Python Database Programming: Part Seven

Python database programming

Using Sqlite to perform a join operation under Eclipse.

In the previous article, we used connection objects to insert values into an existing database. In this article, we will cover performing some simple join operations.

Python Database Programming: A Join Query

The following script implements a simple query that performs a join on the player and team tables:

import os
import sqlite3

conn = sqlite3.connect('my_database')
cursor = conn.cursor()
cursor.execute("""
select player.firstname, player.lastname, team.teamname
from player, team
where player.team = team.teamid
order by player.lastname asc
""")
for row in cursor.fetchall():
print(row)
cursor.close()
conn.close()

When you save and run this script, you will see output like the following:

('Lucas', 'Duda', 'New York Mets')
('Bryce', 'Harper', 'Washington Nationals')
('Travis', "d'Arnaud", 'New York Mets')

This script initializes the connection and cursor in the same manner as the previous script. Then it passes a simple join query to the cursor execute method. This query selects two columns from the player table and one from the team table. This is a simple query, but you will still want to format your queries so they are readable, similar to what is shown here.

When working with user interfaces, you will often need to expand IDs stored in the database to human-readable values. In this case, for example, the query expands the team ID, querying for the team name. You can’t expect people to remember the meaning for numeric IDs.

They query also orders the results by the players’ last names in ascending order. This means that it starts at the beginning of the alphabet, which is what you would normally expect. However, you can reverse this and have them sorted in descending order. Note that it doesn’t work quite the way I wanted it to; “d’Arnaud” appears last because it was double-quoted.

After calling the execute method, the data, if any was found, is stored in the cursor object. You can use the fetchall method to extract the data. You can also use the fetchone method to fetch one row at a time from the results. Note also how the data appears as Python tuples.

In order to perform the next join operation, we must first run the following script:

import os
import sqlite3
conn=sqlite3.connect('my_database')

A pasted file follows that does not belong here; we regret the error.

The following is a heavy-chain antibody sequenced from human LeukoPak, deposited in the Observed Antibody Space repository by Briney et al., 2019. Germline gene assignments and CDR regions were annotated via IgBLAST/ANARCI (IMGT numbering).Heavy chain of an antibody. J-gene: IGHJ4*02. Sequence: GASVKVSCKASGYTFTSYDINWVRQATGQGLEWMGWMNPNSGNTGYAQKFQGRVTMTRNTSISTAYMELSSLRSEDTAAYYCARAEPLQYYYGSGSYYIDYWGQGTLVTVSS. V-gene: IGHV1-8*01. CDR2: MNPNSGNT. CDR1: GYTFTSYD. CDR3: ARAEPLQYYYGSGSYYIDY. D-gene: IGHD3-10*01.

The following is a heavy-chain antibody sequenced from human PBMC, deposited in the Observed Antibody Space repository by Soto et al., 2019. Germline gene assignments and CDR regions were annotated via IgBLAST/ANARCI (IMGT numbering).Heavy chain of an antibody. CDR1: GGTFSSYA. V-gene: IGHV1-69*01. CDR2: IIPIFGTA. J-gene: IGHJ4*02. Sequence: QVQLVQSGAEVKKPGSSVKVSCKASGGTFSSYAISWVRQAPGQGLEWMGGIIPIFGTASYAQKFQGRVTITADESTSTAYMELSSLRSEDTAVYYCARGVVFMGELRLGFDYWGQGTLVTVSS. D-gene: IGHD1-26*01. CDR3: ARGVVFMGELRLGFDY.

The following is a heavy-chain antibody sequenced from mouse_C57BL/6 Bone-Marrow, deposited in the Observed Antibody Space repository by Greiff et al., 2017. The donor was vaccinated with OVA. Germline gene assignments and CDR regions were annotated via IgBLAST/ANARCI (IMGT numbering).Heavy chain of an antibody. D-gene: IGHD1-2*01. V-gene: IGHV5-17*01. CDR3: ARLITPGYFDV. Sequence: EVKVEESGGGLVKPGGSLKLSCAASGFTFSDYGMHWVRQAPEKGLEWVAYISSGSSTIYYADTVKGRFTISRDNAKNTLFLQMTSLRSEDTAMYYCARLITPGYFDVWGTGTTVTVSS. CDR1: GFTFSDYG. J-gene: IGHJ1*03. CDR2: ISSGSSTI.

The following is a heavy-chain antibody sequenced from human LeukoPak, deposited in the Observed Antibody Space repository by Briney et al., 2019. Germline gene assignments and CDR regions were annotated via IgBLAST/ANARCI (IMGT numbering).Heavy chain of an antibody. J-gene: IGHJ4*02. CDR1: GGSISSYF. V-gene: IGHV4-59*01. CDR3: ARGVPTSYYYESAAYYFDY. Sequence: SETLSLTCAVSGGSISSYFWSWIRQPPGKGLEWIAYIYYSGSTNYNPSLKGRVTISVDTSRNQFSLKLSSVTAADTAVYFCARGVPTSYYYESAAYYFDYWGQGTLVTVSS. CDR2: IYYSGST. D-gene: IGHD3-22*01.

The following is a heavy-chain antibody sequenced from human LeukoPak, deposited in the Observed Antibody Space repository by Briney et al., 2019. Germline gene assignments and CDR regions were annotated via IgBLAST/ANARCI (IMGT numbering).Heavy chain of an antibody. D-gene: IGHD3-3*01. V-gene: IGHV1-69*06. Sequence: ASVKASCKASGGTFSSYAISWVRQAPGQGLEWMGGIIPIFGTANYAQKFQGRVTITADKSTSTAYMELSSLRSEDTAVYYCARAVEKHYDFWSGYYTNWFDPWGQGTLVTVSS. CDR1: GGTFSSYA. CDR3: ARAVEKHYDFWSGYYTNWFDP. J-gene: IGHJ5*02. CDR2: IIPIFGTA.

cursor=conn.cursor()

# Create tables
cursor.execute("""
create table user
    (idnum integer,
    username varchar)
""")

# Insert data into the table
cursor.execute("""
insert into user(idnum, username)
values(100, 'travis')
""")


conn.commit()
cursor.close()
conn.close()

This script creates a new table (user) and inserts one record: an idnum (100) with a corresponding username (travis).

Now we are ready to run the following script:

import sqlite3
conn = sqlite3.connect('my_database')
cursor = conn.cursor()
username = 'travis'
query = """
select u.username,p.firstname,p.lastname,t.teamname
from user u, player p, team t where username=?
and u.idnum = p.idnum
and p.team = t.teamid
"""
cursor.execute(query, (username,))
for row in cursor.fetchall():
    (username,firstname,lastname,teamname) = row
    name=firstname + " " + lastname
    print(username,":",name,"plays for the",teamname)
cursor.close()
conn.close()

When you run this script, you should see the following:

travis : Travis d'Arnaud plays for the New York Mets

This script performs a join on all three example tables, using table-name aliases to create a shorter query. The purpose is to find a given user in the database by searching for that user name. The script also shows an example of expanding both the player’s ID to the player’s name and the team’s ID to the team’s name. All of this makes for more readable output.

This example also shows how you can extract data from each row into Python variables. For example:

(username,firstname,lastname,teamname) = row

An important new feature of this script is the use of a question mark to enable you to build a query using dynamic data. When you call the execute method on the Cursor, you can pass a tuple of dynamic data, which the execute method will fill in for the question marks in the SQL statement. Each element in the tuple is used, in order, to replace the question marks. [Thus, you need to have as many dynamic values as you do in the SQL statement.]

query = """
select u.username,p.firstname,p.lastname,t.teamname
from user u, player p, team t where username=?
and u.idnum = p.idnum
and p.team = t.teamid
"""

cursor.execute(query, (username,))

The query used in this example is very helpful when you want to start updating rows in the tables, because users will want to enter meaningful values.

External Links:

Database Programming at wiki.python.org

Database Programming at python.about.com

Databases at docs.python-guide.org

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